May Kearney is a freshman at Baylor University in Texas. She is majoring in International Business with a secondary major in Business Chinese. She loves to travel, and does freelance graphic design in her spare time. You can visit her portfolio here: http://www.coroflot.com/maykearney/portfolio
Born and raised in a small college town with two professors as parents, I didn’t really have to think about where I was going for higher education. A majority of my graduating class in high school was joining me at Baylor, so I never thought about my future college. Of course that all changed when my parents gave me a choice, live at the dorms or live at home. Since we live within fifteen minutes of the campus, and the dorms are already over crowded, I decided to stay home so I could do my laundry for free and eat home cooked meals. I didn’t really think it would make much of a difference for my situation socially, and I could actually sleep in peace and quiet at night. Unfortunately, I didn’t realize the importance of dorm living and the campus experience.
Don’t get me wrong; some things about living at home are amazing. I get the shower mostly to myself in the mornings, and I have a huge room to relax in. I can set my alarm and not worry about waking any roommates up. I kept my car, so whenever my friends want to go across town we can drive there. I get a distraction-free study space on weekends, and lots of quiet time to myself. I also get to see my family everyday, even though my siblings get annoying every once and a while. Overall, I may seem like I have a pretty sweet set up.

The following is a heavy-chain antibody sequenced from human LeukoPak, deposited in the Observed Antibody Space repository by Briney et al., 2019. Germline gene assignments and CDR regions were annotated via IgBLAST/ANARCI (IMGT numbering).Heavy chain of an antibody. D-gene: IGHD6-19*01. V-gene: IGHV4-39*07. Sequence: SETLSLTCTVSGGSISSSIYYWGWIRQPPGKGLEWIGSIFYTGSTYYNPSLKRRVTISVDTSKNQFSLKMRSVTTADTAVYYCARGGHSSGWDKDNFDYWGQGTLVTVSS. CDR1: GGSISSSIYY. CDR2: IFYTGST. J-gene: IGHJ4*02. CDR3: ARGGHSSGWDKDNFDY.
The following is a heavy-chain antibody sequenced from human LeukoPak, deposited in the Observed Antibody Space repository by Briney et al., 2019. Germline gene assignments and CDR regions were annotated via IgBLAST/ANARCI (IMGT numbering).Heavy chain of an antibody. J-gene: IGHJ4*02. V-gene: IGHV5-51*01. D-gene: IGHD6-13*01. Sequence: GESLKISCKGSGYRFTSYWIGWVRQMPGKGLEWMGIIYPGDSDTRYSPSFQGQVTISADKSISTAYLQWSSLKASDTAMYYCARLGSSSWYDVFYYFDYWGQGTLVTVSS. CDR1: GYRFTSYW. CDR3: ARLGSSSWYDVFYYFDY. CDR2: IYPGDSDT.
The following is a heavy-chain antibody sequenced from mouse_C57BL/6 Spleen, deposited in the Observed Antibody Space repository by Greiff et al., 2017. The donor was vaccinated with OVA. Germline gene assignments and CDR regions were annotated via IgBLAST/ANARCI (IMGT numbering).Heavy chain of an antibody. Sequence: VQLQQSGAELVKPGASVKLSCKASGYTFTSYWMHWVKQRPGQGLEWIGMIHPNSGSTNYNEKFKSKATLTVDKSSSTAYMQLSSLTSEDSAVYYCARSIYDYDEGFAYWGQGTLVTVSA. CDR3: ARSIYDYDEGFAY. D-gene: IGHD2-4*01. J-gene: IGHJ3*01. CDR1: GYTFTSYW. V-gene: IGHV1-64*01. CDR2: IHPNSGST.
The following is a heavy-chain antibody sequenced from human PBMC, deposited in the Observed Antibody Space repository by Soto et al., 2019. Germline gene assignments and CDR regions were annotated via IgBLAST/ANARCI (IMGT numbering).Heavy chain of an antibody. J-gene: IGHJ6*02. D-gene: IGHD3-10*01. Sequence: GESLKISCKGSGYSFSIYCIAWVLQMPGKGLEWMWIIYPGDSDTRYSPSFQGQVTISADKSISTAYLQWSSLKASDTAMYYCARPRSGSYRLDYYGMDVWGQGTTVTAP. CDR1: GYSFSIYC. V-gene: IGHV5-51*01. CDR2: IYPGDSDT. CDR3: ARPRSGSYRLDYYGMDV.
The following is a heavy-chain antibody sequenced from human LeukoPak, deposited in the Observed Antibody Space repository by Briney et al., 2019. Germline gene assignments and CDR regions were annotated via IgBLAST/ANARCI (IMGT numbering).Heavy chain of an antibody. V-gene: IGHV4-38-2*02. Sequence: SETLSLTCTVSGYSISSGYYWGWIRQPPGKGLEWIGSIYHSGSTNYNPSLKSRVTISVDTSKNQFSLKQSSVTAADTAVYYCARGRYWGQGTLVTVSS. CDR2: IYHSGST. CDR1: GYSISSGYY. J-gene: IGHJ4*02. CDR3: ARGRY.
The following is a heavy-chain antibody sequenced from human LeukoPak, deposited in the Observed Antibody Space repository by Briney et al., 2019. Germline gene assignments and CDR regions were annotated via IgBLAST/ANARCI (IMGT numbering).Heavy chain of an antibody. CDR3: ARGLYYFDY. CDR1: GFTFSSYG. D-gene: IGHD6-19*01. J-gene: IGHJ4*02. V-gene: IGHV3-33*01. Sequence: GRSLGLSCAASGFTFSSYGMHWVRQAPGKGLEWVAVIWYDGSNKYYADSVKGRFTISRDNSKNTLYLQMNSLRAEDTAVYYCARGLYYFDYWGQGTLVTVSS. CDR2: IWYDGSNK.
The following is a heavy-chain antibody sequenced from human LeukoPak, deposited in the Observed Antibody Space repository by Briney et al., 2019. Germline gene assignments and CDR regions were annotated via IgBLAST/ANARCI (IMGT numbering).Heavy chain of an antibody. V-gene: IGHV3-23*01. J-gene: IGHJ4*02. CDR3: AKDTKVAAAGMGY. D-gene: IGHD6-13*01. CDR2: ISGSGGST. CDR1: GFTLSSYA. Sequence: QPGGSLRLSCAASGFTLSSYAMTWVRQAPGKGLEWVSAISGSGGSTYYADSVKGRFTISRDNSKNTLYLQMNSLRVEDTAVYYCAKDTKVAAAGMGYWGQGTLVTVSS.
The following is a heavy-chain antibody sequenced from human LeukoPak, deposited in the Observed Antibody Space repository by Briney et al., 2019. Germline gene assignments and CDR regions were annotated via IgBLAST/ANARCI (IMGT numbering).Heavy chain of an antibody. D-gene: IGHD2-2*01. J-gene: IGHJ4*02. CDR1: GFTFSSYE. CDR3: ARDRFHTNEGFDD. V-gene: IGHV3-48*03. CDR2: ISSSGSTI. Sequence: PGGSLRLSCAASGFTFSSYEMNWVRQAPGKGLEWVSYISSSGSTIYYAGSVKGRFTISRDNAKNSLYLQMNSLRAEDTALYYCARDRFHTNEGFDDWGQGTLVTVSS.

Unfortunately, It’s the little things that start to get to you. All my friends go out and eat in the dining hall together while I can’t because I’m not on the dorm meal plan. I have to wake up extra early for classes so I could drive to school every morning, instead of tumbling out of bed and walking a couple of blocks to class. I can’t stay late at events because I can’t be too tired on my drive home. I don’t have somewhere to go between classes to relax, so I end up holing up in a study area until my next lecture starts. If I forget an assignment in my room, I can’t just run back and grab it. Once I go home after class or work, I am too tired to waste gas driving all the way back up to school for a last minute hang out with friends. I also just don’t get the full experience of having a roommate and learning to deal with living with someone else. It’s hard to make friends when you don’t have an automatic one sharing a room with you.
I know that everyone has different circumstances, but if you have the chance to live in a dorm, you should take it. It may be a little more expensive than home living, but you will gain invaluable experience about the campus itself, and the culture of your college. Learning to make and keep new friends is hard enough when your schedule is all over the place. In home versus dorm living, dorm wins every time.